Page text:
We had a pleasant time in the grain districts. There was an abundance of bread and no scarcity of slaughter-cattle. We also found wild-honey in the fissures of the rocks. Everything looked fresh and full of life in the early spring. The veld was green, and the trees heavily laden with young fruit gave promise of a good harvest. All the wheat-fields looked splendid, and at many places we noticed that people would reap where they had not sown; for everywhere there were fields where the seed which had fallen on the ground the previous year had again sprouted and was growing luxuriantly enough to be harvested. What a beautiful mountainous country the "Conquered Territory" is! Is it not the Crown of the Orange Free State?

We spent a pleasant time; but it could not continue, as we were in danger of English columns which were constantly marching to and fro from Winburg to Bethlehem. One of these columns, which was just then passing from Bethlehem to Senekal, took our only Africander medical man, Dr. Fourie, prisoner in his hospital at the farm of David Malan. We should now have been wholly without a doctor if Mr. Poutsma, who on the occasion of General de Wet's second attempt to enter the Cape Colony had been captured by the English, had not cast in his lot with us again. The English had let him return to Holland, and now he had come back from there to South Africa. He was welcomed by us, and the house of Mrs. de Jager at the farm Bezuidenhout's Drift on Wilge River was arranged as a hospital for him.

We could not then remain in the "Conquered Territory." We therefore resolved to return to the plains around Lindley and Reitz. On Sunday, the 10th of November, we were on the farm of Mr. Claesens, near Wonder Kop, and I held service under the trees in the garden there for the burghers, and for two large women's laagers, that were fleeing for fear of the English.

Three days after we were at the farm of Mr. W. Prinsloo. Here General de Wet visited the President, and a meeting of the Executive Council was held.

The General informed the President here that it was his intention to form a large flying commando for service against the English wherever an opportunity offered. This commando was to consist of burghers from Bethlehem under General Prinsloo and Commandant Olivier; and, further, of men from Heilbron under Commandant van Coller; Kroonstad, under Commandant Celliers; Ladybrand, under Commandant Koen; Vrede, under Commandant Botha; and the Transvaalers who were at that time in Harrismith district, under Commandant Mears.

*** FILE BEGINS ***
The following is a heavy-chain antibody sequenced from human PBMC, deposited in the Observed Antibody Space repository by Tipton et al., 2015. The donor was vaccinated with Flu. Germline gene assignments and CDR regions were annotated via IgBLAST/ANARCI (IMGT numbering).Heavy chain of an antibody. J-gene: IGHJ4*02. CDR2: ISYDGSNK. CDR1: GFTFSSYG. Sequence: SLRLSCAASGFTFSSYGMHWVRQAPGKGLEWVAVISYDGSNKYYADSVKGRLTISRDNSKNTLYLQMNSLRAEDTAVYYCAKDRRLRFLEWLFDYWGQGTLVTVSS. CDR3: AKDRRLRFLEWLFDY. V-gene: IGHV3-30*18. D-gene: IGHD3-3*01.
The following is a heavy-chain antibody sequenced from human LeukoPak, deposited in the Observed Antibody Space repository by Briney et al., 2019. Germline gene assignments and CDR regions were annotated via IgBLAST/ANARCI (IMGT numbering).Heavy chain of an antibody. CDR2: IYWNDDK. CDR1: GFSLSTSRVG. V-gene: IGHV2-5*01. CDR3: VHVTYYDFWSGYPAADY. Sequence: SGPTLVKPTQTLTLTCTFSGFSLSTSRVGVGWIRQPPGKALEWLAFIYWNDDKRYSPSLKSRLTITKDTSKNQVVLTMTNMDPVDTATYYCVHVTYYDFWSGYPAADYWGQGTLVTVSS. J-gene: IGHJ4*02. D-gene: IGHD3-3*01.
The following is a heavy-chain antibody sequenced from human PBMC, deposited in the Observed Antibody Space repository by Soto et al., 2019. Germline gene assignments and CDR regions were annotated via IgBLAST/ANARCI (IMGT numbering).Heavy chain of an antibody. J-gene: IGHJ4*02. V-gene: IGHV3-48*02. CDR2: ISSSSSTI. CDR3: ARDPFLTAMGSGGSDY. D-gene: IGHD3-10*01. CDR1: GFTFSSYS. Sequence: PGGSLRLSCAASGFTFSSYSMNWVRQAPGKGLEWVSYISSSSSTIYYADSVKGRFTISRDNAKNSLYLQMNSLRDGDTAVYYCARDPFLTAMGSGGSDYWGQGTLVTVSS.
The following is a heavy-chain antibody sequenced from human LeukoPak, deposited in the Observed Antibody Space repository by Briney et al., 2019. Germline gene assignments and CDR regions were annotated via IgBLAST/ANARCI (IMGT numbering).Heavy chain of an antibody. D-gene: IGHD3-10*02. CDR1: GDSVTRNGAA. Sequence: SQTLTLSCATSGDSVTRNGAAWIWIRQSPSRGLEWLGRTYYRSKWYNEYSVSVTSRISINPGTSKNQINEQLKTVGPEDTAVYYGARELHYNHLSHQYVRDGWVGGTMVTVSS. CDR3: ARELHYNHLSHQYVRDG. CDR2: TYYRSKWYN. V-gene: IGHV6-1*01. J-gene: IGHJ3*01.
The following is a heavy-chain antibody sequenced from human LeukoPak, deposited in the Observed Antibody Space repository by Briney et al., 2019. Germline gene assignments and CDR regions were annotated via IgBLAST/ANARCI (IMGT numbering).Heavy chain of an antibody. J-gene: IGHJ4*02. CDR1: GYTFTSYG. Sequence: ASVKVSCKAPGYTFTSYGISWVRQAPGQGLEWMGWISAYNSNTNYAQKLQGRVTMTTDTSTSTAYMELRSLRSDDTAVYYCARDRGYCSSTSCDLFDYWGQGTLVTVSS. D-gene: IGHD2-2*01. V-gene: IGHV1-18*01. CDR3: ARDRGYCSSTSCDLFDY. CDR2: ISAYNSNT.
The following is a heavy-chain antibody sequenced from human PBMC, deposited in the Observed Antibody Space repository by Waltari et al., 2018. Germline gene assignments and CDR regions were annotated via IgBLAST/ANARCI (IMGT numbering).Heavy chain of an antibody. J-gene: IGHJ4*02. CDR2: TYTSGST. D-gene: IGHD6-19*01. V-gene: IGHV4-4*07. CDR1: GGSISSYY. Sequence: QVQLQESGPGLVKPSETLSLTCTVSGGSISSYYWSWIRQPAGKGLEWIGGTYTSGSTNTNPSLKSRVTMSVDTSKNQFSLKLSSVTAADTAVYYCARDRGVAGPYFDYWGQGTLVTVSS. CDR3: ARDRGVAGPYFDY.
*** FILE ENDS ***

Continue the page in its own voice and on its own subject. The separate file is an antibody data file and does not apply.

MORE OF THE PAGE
General de Wet left in the afternoon, and in the evening we trekked towards Wit Kop, and halted for the night on the ledges near Mr. Krog's farm, between Wit Kop and Wonder Kop.

The English were once more on the road from Winburg to Senekal, and Commandant van Niekerk intended passing round their front; but just as he was on the point of doing this, a false report was brought him that a force of English was also approaching Senekal from Harrismith, and that they had got as far as Rexford.

The Commandant now determined to pass round the rear of the enemy, and a start was made in the afternoon. We had not, however, progressed very far before we learned that the report that the English were at Rexford was untrue. Commandant van Niekerk now decided to carry out his original intention, and the commando returned to the ledges by a round-about way.

The following day, Sunday, the commando again proceeded, passing over Driekuil and to the east of Tafel Kop, where we halted until dark.

In the clear moonlight we then went on, passing east of Biddulphsberg, and at eleven o'clock we were near Leendert Muller's farm. There an occurrence took place which afforded a slight change in the monotony of the night march. Our scouts, who rode about two hundred yards ahead, saw two horsemen riding towards them and put them to flight. They were very nearly fired upon, but luckily both parties perceived betimes that they were friends.

The two men proved to be burghers, who, along with some others, had charge of a women's laager not far off. They told us that on the west the English from Winburg had advanced as far as the farm of Christoffel de Jager—which fact we were aware of ourselves—and that to the east there were others from Bethlehem, at Scheur Klip; and furthermore, that there were British camps in front of us at Blauw Kopje and elsewhere.

It was now too dangerous to go on, and there was nothing to be done but to return, which we did. And when the eastern sky was reddening with the light of dawn, we were back on the farm Driekuil.

It was lucky for us that we did this, for on Tuesday morning the English from Bethlehem made a sortie towards Kaffir's Kop, which lay directly in our route. We remained in the neighbourhood of Driekuil till Thursday, 28th November, and then rode through the night over Pietersdal, Bester's Kop, and across the Bethlehem road, till we reached the farm Nooitgedacht, near Kaffir's Kop.

On the following morning we were in the immediate vicinity of a fight which General de Wet was having with the English not far south of Lindley. He arrested their progress, and they retired that night to the farm of Caspar Kruger at Victoria Spruit.

On the following day the English had disappeared in the direction of Heilbron, abandoning five waggons. These waggons were loaded with flour, sugar, tobacco, blankets and tents.